In essence, you can categorise all performance criticism under two Cheryl Cole .circa 2008-11 X Factor, automated responses, ’you’re right up my street’, or ‘it wasn’t my cup of tea.’ ‘The Addams Family’ was not my ‘cup of tea’. It wasn’t even my dirty pint that I’d down – victim to peer pressure – on a Saturday night… but it was fun and harmless… unlike a dirty pint on a Saturday night.


‘The Addams Family’ gives you all that you’d expect – the characters’ dead-pan eccentricity, a fabulously ghoulish set, its beloved theme tune and numerous merchandise stalls to preserve its ever-inflating franchise. But it is niche exploited – the musical is farcical. Personally, I can’t quite accept that the self–contained world of ‘The Addams Family’ (on screen) – and the escapist voyeurism that it offers – can be exposed to a stage adaptation without making a mockery of the former.
‘The Addams Family Musical’ is basically a panto with an extremely high production-value, but, hell, sometimes a spiralling farce and a classic ‘dad joke’ will be perfectly suffice – for some – if you like that sort of thing… It’s a simplistic and worn narrative pardoned by pizazz!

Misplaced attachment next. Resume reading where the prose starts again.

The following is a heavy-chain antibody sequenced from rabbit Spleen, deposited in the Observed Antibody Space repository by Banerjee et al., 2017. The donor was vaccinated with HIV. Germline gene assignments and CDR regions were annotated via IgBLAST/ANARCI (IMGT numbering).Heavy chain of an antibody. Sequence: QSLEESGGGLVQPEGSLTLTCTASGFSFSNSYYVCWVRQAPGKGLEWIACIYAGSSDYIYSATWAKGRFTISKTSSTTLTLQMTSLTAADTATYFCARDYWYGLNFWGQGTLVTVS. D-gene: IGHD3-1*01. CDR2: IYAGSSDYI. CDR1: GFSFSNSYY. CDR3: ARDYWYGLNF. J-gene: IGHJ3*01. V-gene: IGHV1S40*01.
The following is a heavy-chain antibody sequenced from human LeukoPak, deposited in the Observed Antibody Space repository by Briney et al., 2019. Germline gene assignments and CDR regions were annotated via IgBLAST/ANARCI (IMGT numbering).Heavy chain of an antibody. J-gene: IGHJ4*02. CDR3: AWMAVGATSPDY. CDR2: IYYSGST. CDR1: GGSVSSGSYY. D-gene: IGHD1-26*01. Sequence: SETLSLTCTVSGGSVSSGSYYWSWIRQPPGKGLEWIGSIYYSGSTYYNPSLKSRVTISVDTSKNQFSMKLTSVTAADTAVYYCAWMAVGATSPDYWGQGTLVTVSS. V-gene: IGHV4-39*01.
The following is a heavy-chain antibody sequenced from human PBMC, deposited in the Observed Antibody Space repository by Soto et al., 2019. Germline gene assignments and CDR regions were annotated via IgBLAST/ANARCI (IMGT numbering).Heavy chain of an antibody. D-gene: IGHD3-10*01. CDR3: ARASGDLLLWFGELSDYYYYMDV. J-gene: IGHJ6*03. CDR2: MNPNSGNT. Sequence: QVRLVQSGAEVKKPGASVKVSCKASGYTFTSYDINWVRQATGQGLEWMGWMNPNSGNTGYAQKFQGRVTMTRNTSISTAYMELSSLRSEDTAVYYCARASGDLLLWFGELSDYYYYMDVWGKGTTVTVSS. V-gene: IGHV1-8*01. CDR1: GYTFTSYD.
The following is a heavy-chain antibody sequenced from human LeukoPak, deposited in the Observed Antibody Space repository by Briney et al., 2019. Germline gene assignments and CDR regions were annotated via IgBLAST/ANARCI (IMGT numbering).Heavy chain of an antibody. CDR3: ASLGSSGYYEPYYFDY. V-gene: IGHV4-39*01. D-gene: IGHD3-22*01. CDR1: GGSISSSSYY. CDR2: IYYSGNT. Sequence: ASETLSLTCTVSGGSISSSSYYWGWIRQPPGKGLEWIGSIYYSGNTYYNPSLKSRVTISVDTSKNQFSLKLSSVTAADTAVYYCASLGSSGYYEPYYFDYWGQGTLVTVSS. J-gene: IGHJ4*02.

Musical numbers were gloriously theatrical, and the voices of Samantha Womack and Carrie Hope Fletcher rang beautifully within the theatre. It was Fletcher’s portrayal of Wednesday Addams which is undoubtedly the highlight of the production. She has an inexpressible and innate draw; an attraction that defies an audience’s choice in the matter.


The set design by Diego Pitarch was innovative, transporting – it had a masterful subtlety to defining a scene with ease and interchangeability. Alistair David’s choreography, paired with the sheer vibrancy of the production’s costume and technical design, was a spectacle; combined, the chorus were an indispensable surge of energy.


‘The Addams Family’ is a spectacle, shallow, but a visual delight. If you’re looking for a show that the kids and grandma will enjoy look no further – just get yourself a vodka orange in the interval and you’ll find it just as funny as them.

by Lauren Ellis-Stretch

Review Jayne Eyre, WMC by Lauren Ellis-Stretch and Caitlin Whiteley

(5 / 5)